Tarte á l'oignon: Oui, please!

Here in New York, baking season is officially in full swing. While pies, cookies and cakes are must-bakes, there is no reason why you can’t take a gander at an Alsatian specialty, tarte á la oignon.

A tart, in its most classic form, consists of a shell made of short dough filled with an egg-based custard. It’s believed to have originated during the middle ages in Europe as a way of ingeniously re-using leftovers. In the days before refrigeration when spices for preserving food were as precious as gold—literally—tarts really saved the day for many a cook. In fact, one of my professors in Italy once mentioned that “tortelli,” “tortelloni,” “tortellini,” and any other stuffed pasta beginning with “tort—“ was a descendant of this medieval leftover ingenuity.

The dough is a fairly simple one although you should never excessively knead it or else you’ll over-develop the gluten, causing the shell to spring back and shrink from the edges of the tart pan. Instead, treat the dough gently and let your hands learn when the dry and wet ingredients have formed a beautiful, soft, supple round form. It won’t be tense, so when you pinch it won’t recoil back into itself. Rather, the dough will give in and surrender to your hands, letting itself be shaped to your will.

This recipe also calls for blind-baking the shell, meaning it must be baked halfway through before adding the filling. Don’t worry, it’s not as terrifying as it sounds. You’ll be glad to add another skill in your pocket.

Tarte á la oignon


For the tart shell:

  • 8 ounces all purpose flour
  • 3/4 teaspoon kosher salt
  • 8 tablespoons unsalted butter, very cold, cut into cubes
  • 1/4 cup ice cold water, plus more if necessary

For the filling:

  • 1 tablespoon unsalted butter, plus more for the tart pan
  • Flour, for dusting the tart pan
  • 4 ounces bacon, cut into lardons
  • 1 large onion (about 8 ounces)
  • 1 tablespoon Pimentón de la Vera
  • Salt and freshly ground pepper, to taste
  • 1 large egg
  • 1 large egg yolk
  • 3/4 cup whole milk
  • 1/4 cup heavy cream
  • 4-5 ounces Gruyere, grated

Special equipment:

  • 1 8-inch tart pan with a removable bottom
  • 1 rimmed 18-by-13-inch baking sheet
  • Parchment paper round, about 12 inches in diameter


On a clean work surface or in a wide bowl, sift together the flour and salt. Add the cubes of cold butter and cut them into the flour-salt mixture with a pastry scraper, until you get a sandy texture, with no large pieces of butter left.

Form a well in the center of the butter-flour-salt mix and add the water with one hand while incorporating the ingredients with the other, until it just comes together. Continue kneading the dough gently without overworking it (if you pinch and pull a small piece it will recoil back into itself) and form it into a ball. Cover in plastic wrap, place in the refrigerator and let rest for 30 minutes.

On a pan set over medium heat, add 1 tablespoon of unsalted butter followed by the bacon lardons and cook until the bacon is soft and the fat has rendered, about 8 minutes. Remove the bacon from the pan with a slotted spoon and transfer to a plate lined with paper towels. Add the onions to the pan and season with salt, freshly ground pepper, and Pimentón. Continue to cook the onions, stirring frequently, until soft and caramelized, about 20 minutes. If necessary, cover the pan with a lid. When done, transfer the onions to a separate bowl and set aside.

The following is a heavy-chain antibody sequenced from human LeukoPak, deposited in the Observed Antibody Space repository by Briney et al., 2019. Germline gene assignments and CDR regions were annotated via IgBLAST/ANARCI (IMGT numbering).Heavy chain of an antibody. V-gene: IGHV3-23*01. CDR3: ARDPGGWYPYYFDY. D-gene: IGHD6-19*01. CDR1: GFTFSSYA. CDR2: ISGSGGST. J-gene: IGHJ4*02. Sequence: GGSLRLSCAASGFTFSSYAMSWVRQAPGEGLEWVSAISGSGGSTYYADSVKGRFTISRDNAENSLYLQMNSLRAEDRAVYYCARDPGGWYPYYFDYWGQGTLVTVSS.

Preheat the oven to 400 degrees Fahrenheit. Lightly butter the tart pan and dust with flour before shaking off any excess.

Lightly flour a clean work surface before removing the relaxed dough from the refrigerator. With a rolling pin, roll out the dough to a diameter of about 10 inches. Carefully pick up the dough by loosely wrapping it around the pin and placing it loosely over the prepared tart pan. With your hands, carefully tuck in and fit the dough into the pan before trimming the excess dough over the edge by rolling the pin over the tart pan. Using the tines of a fork, dock the dough at the bottom of the pan. Then, using your thumb and index finger, pinch and crimp the dough along the edge of the pan. Transfer the tart shell to the refrigerator and let it rest for 30 minutes.

In a separate bowl, combine all the liquid ingredients and set aside.

Remove the tart pan from the refrigerator and place it on a rimmed 18-by-13-inch baking sheet. Place a round piece of parchment paper over the pan, leaving some edges overlapping the pan. Fill the covered tart pan evenly with pastry weights. Transfer the pan to the oven and bake for 10 minutes.

Remove the tart pan from the oven and remove the pastry weights along with the parchment paper. Return the tart shell to the oven and bake for another 10 minutes or until lightly browned. Remove from the oven and let it cool slightly.

Spread the bacon and cooked onions evenly along the bottom of the tart shell. Pour in the liquid ingredients (you may have some leftover which is perfectly fine) and then sprinkle the Gruyere cheese over the surface of the tart. Place in the oven and bake for 30 minutes. Remove from the oven and let it cool slightly before serving.

About the Author

Diana Perez

Food, travel & forks in the road: Culinary & Digital Media | Food Stylist | Recipe Tester | Former Social & Digital Media Coordinator, USA Pavilion at Expo Milano 2015